Project Runway winner Benjamin Alexander’s next career move

Benjamin's tailor-made for success.
Project Runway NZ winner Benjamin Alexander

It’s hard to believe that when Project Runway NZ star Benjamin Alexander was in high school, he wanted to be a lawyer.

Fast-forward to 2018 and the sassy, straight-talking designer has just been crowned the first-ever winner for the TVNZ 2 reality show.

“My life would be pretty different if I’d been a lawyer – I’d have a lot more money that’s for sure,” jokes Benjamin. But the 23-year-old Aucklander has walked away from his time on telly $50,000 richer after beating out 13 other aspiring designers.

Despite the massive accomplishment, when Woman’s Day asks how the young talent felt in the moment he won the competition, he replies simply, “It felt good.”

Benjamin’s not a man of many words, but he became popular on the show for his no-nonsense attitude amid the catty backstabbing between some of the other contestants.

“I was just how I was in real life,” he insists. “I knew I wouldn’t get along with many people, so I just stuck to myself. I was still civil with everyone, but I knew people would p@!% me off, so I wasn’t going to be fake and be their friend, then talk s@!% about them behind their backs.”

With host and mentor of Project Runway NZ Andreas Mikellis and Georgia Fowler

Surprisingly, when asked about his highlight from the competition, Benjamin says it was the tight bond he formed with fellow contestant Caitlin Crisp, who was shockingly eliminated in week nine.

“We’re a girl gang now,” he smiles. “That’s a testament to how non-bulls*** I am because I made a friend on the show and now it’s over, she’s still my friend.”

The fact that he was on a reality show – let alone won the competition – is still a surprise to the budding fashion star.

“Never in my life did I plan on being on TV,” he explains. “It was something I had no desire to do, but my mum sent me the application, so I thought I might as well apply. Then one thing led to another and I was like, ‘I might as well do the show then!'”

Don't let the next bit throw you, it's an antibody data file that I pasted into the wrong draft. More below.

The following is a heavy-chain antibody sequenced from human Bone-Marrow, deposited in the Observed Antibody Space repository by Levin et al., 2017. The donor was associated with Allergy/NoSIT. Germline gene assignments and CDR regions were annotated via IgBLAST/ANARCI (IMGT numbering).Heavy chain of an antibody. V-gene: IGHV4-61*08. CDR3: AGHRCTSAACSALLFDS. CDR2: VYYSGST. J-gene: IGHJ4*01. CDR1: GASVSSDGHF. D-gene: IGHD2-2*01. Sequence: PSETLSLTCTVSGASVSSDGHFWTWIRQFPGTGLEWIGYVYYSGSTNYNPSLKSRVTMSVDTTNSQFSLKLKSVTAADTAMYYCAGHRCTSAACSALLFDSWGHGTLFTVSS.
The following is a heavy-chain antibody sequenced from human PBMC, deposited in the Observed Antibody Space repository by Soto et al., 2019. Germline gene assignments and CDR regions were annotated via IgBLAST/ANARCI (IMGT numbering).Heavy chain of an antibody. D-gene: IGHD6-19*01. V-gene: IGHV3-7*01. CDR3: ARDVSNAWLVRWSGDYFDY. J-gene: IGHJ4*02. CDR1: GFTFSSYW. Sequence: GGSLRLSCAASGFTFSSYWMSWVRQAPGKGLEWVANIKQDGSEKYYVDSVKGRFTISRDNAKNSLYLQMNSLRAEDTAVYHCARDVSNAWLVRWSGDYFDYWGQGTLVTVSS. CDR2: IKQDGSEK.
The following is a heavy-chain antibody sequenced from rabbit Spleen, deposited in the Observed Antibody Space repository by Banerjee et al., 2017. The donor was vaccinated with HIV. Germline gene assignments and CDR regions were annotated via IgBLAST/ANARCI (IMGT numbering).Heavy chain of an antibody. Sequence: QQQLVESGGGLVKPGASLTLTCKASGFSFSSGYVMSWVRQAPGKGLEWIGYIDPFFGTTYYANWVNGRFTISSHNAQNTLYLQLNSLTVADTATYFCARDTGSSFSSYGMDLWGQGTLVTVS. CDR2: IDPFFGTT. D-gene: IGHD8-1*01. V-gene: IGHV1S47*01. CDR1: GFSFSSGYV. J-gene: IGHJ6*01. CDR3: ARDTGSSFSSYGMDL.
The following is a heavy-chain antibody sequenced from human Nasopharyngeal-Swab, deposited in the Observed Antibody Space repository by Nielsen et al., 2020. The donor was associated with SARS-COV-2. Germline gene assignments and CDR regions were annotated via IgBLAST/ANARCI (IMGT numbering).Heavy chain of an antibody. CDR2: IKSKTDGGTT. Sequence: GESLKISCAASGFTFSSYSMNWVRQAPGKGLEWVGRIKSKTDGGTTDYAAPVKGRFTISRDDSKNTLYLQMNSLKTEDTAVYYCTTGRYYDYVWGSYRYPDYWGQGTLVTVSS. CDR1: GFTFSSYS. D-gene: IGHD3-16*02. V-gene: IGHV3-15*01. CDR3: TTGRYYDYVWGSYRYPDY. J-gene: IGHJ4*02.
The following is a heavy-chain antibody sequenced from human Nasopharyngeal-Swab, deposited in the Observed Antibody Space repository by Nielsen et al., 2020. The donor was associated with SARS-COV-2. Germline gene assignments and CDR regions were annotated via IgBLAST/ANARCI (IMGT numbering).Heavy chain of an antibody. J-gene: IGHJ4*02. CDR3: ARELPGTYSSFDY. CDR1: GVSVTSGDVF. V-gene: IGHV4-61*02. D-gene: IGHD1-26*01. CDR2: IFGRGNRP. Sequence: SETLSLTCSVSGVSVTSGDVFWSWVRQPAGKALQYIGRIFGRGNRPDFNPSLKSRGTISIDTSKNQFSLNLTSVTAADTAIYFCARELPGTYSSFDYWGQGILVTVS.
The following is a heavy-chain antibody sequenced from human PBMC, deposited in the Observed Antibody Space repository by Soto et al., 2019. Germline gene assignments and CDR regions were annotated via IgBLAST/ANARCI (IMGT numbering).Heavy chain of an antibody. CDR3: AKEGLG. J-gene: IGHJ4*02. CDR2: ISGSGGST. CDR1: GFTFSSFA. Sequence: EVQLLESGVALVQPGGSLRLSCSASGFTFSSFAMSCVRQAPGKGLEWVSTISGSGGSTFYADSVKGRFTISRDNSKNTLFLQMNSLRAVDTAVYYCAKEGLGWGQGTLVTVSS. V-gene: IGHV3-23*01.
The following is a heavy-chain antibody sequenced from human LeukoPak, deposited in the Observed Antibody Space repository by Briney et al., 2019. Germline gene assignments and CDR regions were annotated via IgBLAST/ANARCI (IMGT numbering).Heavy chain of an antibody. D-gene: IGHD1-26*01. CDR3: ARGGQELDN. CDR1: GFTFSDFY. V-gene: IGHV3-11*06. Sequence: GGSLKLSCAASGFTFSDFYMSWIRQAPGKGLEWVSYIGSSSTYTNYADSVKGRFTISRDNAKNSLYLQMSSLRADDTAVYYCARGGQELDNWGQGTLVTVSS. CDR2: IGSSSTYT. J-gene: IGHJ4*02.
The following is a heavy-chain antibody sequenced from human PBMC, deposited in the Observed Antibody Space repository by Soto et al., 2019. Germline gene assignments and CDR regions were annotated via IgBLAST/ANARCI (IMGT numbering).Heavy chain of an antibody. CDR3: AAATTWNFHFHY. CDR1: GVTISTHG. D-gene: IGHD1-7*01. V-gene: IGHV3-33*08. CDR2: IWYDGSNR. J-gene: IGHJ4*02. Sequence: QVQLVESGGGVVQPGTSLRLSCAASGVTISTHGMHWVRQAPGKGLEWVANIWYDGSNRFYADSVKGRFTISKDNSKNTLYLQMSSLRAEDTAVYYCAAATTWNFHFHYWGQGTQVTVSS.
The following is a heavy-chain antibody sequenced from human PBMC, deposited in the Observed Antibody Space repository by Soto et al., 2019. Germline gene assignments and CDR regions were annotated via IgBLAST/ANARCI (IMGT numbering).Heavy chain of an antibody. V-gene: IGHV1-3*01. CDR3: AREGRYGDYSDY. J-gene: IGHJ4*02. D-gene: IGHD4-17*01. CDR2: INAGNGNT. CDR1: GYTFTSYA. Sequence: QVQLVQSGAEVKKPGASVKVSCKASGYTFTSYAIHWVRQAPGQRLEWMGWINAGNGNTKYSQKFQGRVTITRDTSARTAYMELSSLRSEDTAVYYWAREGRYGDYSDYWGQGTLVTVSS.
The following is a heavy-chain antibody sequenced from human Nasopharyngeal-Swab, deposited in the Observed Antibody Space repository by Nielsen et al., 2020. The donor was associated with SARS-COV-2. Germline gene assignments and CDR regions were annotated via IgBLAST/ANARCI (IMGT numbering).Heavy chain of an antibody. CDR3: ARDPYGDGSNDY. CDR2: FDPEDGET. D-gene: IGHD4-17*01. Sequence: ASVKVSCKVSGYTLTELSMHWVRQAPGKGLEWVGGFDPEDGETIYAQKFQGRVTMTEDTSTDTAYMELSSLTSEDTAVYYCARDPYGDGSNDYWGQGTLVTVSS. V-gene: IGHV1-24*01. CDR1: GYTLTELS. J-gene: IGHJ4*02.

Benjamin smiles when his mother Jan comes up in conversation, crediting her as his biggest supporter over the years.

“I’ve had an amazing mum and family who have all believed in me and let me follow this path without question,” he tells. “Mum was really excited when I told herI had made it on to the show, but we were both a bit like, ‘What the hell? What am I going to look like on television?'”

Proud mum Jan told her son to apply for the show.

Growing up, nothing came easy for the designer, who was raised by his mother after his parents split up while he was in intermediate school. Tragically, his father passed away when he was only 17.

“I’d say Dad would be pretty proud of where I am now,” says Benjamin. “Losing him was definitely hard to go through, but it’s another thing in life that you’ve got to just deal with. I guess, with my upbringing, I have a lot more appreciation and respect for everything and understand the value in hard work.”

It wasn’t until Benjamin attended a careers fair at high school that he discovered Whitecliffe College of Arts and Design, and actually thought about studying fashion.

“The first thing I made was a mesh dress for a friend at the end of Year 12 in high school and she still has it,” he grins. “It has a few holes in it now – it’s been out on the town one too many times!”

Benjamin went on to study his masters at the prestigious design school and after six years, he graduated in 2017, just in time for filming Project Runway earlier this year.

The design of Benjamin’s that most impressed the judges.

Since shooting finished, the emerging fashionista has been snapped up to work with the show’s judge Sally-Ann Mullin. The former Fashion Quarterly editor now heads up a hub of stylists for Bauer Media, the publisher of Woman’s Day – and Benjamin is thrilled to be on her team.

“I fell in love with Sally-Ann on the show – she’s just amazing and so chic,” gushes Benjamin. “After we wrapped, I went to Italy for a while and when I got back, I emailed Sally-Ann saying, ‘I want to work for you. I don’t care what it is, but I want to work for you!'”

However, Benjamin still has his eyes set on the future of his fashion label. “My dream is to just be a designer,” he declares. “The $50,000 prize money will be going straight into my business. I’ve had to work hard to get to where I am – really hard. I’m relentlessly dedicated to making this my future.”

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